Information contained in this publication is intended for informational purposes only and does not constitute legal advice or opinion, nor is it a substitute for the professional judgment of an attorney.
Fiduciaries of retirement plans continue to be plagued by class actions brought under the Employee Retirement Income Security Act (ERISA) challenging their fiduciary management of investment options and participant fees. A recent federal court decision, however, shows that fiduciaries of ERISA retirement plans may be able to attack and defeat complaints alleging breaches of ERISA fiduciary duties at the pleading stage if the right arguments are made and if certain fact patterns are present.
In Jones v. Dish Network Corp., pending before the U.S. District Court for the District of Colorado (Case No. 1:22-cv-00167-CMA-STV), the Plaintiffs sued the Dish Network Corporation, its Board of Directors, and its Retirement Plan Committee (the “Defendants”) alleging they breached their ERISA fiduciary duties of prudence and loyalty with respect to the company’s 401(k) Plan (the “Plan”). Specifically, the Plaintiffs alleged that the Defendants selected and retained both a total return institutional class fund (the “Class Fund”) and an actively managed target date suite of funds (the “Managed Funds”) in the Plan’s investment option menu despite alleged poor market performance and high expense ratios. The Plaintiffs also alleged it was imprudent to allow the Plan to pay excessive recordkeeping and administrative fees.
The Defendants filed a motion to dismiss the Plaintiffs’ complaint. Their motion was referred to a magistrate judge. On January 31, 2023, the magistrate judge issued a report and recommendation that recommended granting the Defendants’ motion. A district judge then adopted that report and recommendation and entered an order dismissing the Plaintiffs’ complaint on March 27, 2023.
The Plaintiffs’ Imprudent Investment Allegations
In their motion, the Defendants argued the Plaintiffs lacked standing to challenge the Class Fund as an imprudent investment selection. The court agreed, holding that the Plaintiffs did not have standing because no Plaintiff ever invested in the Class Fund. The Plaintiffs argued they were challenging the Defendants’ investment selection and monitoring process as a whole, but the court reasoned that because none of the Plaintiffs had ever invested in the alleged imprudent fund they did not allege an injury that could be traced back to the allegedly imprudent decision to retain the Class Fund, or the process used to make that decision. So, they had no standing to challenge decision-making process for the Class Fund.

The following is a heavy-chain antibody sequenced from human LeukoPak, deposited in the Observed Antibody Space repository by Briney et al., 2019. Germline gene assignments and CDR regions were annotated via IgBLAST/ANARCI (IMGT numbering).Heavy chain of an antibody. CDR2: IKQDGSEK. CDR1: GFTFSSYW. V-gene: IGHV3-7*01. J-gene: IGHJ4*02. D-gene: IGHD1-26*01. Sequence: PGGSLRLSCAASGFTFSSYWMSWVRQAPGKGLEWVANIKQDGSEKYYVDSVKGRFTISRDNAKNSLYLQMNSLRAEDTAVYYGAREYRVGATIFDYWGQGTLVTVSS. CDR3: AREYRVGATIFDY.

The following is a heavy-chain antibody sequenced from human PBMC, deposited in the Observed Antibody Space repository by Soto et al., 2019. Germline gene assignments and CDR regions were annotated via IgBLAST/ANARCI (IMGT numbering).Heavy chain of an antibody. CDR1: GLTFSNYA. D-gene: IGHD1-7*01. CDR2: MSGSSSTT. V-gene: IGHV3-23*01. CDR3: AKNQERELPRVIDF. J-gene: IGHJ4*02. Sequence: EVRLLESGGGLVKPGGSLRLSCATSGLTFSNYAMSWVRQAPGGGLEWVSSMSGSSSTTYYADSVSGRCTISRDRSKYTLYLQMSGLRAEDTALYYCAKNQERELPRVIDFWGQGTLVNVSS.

The Defendants also argued the Plaintiffs’ complaint failed to plausibly plead a breach of the ERISA duty of prudence regarding the Managed Funds because the complaint did not contain facts that, if true, demonstrated a flawed fiduciary decision-making process. The court accepted this argument, reasoning that the Plaintiffs had not pled facts supporting an inference that the Defendants had a flawed process for reviewing the Managed Funds. The Plaintiffs argued it was imprudent to offer the Managed Funds to plan participants, as they were actively managed and had higher fee ratios than the lower cost index versions of the Managed Funds. Yet the court reasoned that it is not per se unreasonable to offer actively managed funds, and that prudent fiduciaries offer ranges of reasonable investment options – including funds that are actively and passively managed. The mere inclusion of a higher-cost investment option therefore did not support an inference that the process the Defendants used to evaluate investment funds was imprudent.